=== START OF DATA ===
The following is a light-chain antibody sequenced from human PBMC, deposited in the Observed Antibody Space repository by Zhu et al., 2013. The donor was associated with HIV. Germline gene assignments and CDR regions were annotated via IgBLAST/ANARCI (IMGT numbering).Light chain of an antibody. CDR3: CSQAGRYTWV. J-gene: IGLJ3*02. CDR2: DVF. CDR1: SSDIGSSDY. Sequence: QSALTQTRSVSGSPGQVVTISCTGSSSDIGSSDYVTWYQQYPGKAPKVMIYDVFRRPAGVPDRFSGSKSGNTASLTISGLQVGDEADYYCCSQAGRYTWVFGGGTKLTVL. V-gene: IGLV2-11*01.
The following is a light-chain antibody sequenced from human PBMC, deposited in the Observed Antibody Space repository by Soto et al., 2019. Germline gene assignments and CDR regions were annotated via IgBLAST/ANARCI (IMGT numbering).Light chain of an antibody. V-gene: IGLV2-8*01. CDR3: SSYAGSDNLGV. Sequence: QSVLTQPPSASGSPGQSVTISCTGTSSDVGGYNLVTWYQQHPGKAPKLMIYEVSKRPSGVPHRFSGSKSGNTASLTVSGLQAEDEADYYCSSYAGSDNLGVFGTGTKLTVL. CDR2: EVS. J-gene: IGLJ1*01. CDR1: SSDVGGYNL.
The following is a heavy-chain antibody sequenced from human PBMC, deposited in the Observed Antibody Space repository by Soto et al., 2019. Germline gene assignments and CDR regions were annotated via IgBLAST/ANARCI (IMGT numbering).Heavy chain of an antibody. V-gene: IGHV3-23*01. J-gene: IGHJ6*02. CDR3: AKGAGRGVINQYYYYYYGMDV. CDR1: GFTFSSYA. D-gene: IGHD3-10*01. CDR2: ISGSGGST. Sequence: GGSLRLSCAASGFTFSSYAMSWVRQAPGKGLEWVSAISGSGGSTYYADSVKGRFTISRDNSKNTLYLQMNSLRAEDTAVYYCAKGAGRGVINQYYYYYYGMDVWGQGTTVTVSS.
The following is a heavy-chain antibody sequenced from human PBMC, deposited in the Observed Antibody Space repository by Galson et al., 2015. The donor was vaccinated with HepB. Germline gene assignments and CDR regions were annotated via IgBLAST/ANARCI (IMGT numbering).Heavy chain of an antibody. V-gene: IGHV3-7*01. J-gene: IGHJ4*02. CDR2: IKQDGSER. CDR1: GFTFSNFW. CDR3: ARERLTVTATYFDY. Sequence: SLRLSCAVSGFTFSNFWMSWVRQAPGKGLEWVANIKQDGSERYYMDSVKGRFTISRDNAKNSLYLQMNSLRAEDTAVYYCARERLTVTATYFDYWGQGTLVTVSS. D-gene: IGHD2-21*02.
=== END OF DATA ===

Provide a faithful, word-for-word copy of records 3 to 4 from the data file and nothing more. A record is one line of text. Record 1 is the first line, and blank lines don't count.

The following is a heavy-chain antibody sequenced from human PBMC, deposited in the Observed Antibody Space repository by Soto et al., 2019. Germline gene assignments and CDR regions were annotated via IgBLAST/ANARCI (IMGT numbering).Heavy chain of an antibody. V-gene: IGHV3-23*01. J-gene: IGHJ6*02. CDR3: AKGAGRGVINQYYYYYYGMDV. CDR1: GFTFSSYA. D-gene: IGHD3-10*01. CDR2: ISGSGGST. Sequence: GGSLRLSCAASGFTFSSYAMSWVRQAPGKGLEWVSAISGSGGSTYYADSVKGRFTISRDNSKNTLYLQMNSLRAEDTAVYYCAKGAGRGVINQYYYYYYGMDVWGQGTTVTVSS.
The following is a heavy-chain antibody sequenced from human PBMC, deposited in the Observed Antibody Space repository by Galson et al., 2015. The donor was vaccinated with HepB. Germline gene assignments and CDR regions were annotated via IgBLAST/ANARCI (IMGT numbering).Heavy chain of an antibody. V-gene: IGHV3-7*01. J-gene: IGHJ4*02. CDR2: IKQDGSER. CDR1: GFTFSNFW. CDR3: ARERLTVTATYFDY. Sequence: SLRLSCAVSGFTFSNFWMSWVRQAPGKGLEWVANIKQDGSERYYMDSVKGRFTISRDNAKNSLYLQMNSLRAEDTAVYYCARERLTVTATYFDYWGQGTLVTVSS. D-gene: IGHD2-21*02.